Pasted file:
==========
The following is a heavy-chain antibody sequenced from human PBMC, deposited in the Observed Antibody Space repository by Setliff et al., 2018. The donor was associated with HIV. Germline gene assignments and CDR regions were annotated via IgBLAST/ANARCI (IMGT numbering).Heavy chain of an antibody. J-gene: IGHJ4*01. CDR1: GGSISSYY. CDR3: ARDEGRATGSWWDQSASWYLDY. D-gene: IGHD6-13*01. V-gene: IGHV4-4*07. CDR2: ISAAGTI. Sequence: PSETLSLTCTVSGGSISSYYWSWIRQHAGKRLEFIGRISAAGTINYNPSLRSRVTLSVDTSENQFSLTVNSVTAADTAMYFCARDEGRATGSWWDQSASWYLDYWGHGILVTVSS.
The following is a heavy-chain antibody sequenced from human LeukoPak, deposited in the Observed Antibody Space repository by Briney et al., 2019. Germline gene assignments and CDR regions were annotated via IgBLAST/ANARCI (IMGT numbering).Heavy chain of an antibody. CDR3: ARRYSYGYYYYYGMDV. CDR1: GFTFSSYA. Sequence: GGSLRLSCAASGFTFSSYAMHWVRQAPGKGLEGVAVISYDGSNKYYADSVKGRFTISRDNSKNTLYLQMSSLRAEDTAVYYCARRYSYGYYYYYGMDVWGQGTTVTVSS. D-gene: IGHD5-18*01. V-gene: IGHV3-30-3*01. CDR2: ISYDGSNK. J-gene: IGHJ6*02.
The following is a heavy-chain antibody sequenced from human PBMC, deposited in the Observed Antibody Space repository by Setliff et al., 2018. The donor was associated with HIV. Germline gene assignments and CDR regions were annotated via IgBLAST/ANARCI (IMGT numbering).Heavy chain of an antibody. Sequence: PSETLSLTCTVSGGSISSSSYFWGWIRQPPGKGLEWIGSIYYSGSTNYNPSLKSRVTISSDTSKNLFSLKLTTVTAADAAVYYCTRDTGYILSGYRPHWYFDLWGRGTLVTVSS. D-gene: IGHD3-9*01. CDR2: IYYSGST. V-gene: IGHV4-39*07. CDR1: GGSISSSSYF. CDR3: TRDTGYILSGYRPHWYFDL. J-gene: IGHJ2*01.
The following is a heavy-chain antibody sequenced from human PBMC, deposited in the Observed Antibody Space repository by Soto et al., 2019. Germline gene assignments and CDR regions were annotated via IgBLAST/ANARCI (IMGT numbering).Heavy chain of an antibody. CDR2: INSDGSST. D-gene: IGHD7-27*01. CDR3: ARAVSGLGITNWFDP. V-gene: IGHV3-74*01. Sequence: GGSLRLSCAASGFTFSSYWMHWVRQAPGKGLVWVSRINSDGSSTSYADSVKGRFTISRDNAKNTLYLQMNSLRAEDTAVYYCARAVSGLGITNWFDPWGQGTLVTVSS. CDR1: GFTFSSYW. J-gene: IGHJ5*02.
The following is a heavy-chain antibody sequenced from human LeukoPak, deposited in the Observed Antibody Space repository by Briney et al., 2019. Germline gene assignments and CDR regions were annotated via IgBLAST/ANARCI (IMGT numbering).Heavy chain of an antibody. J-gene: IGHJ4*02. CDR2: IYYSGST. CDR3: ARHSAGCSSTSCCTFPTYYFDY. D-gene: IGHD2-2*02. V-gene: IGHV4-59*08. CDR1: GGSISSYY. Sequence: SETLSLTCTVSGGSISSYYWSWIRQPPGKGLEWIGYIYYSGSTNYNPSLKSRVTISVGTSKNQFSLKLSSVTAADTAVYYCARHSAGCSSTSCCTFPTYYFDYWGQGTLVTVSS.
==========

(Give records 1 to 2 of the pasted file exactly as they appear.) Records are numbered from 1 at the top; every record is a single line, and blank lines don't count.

The following is a heavy-chain antibody sequenced from human PBMC, deposited in the Observed Antibody Space repository by Setliff et al., 2018. The donor was associated with HIV. Germline gene assignments and CDR regions were annotated via IgBLAST/ANARCI (IMGT numbering).Heavy chain of an antibody. J-gene: IGHJ4*01. CDR1: GGSISSYY. CDR3: ARDEGRATGSWWDQSASWYLDY. D-gene: IGHD6-13*01. V-gene: IGHV4-4*07. CDR2: ISAAGTI. Sequence: PSETLSLTCTVSGGSISSYYWSWIRQHAGKRLEFIGRISAAGTINYNPSLRSRVTLSVDTSENQFSLTVNSVTAADTAMYFCARDEGRATGSWWDQSASWYLDYWGHGILVTVSS.
The following is a heavy-chain antibody sequenced from human LeukoPak, deposited in the Observed Antibody Space repository by Briney et al., 2019. Germline gene assignments and CDR regions were annotated via IgBLAST/ANARCI (IMGT numbering).Heavy chain of an antibody. CDR3: ARRYSYGYYYYYGMDV. CDR1: GFTFSSYA. Sequence: GGSLRLSCAASGFTFSSYAMHWVRQAPGKGLEGVAVISYDGSNKYYADSVKGRFTISRDNSKNTLYLQMSSLRAEDTAVYYCARRYSYGYYYYYGMDVWGQGTTVTVSS. D-gene: IGHD5-18*01. V-gene: IGHV3-30-3*01. CDR2: ISYDGSNK. J-gene: IGHJ6*02.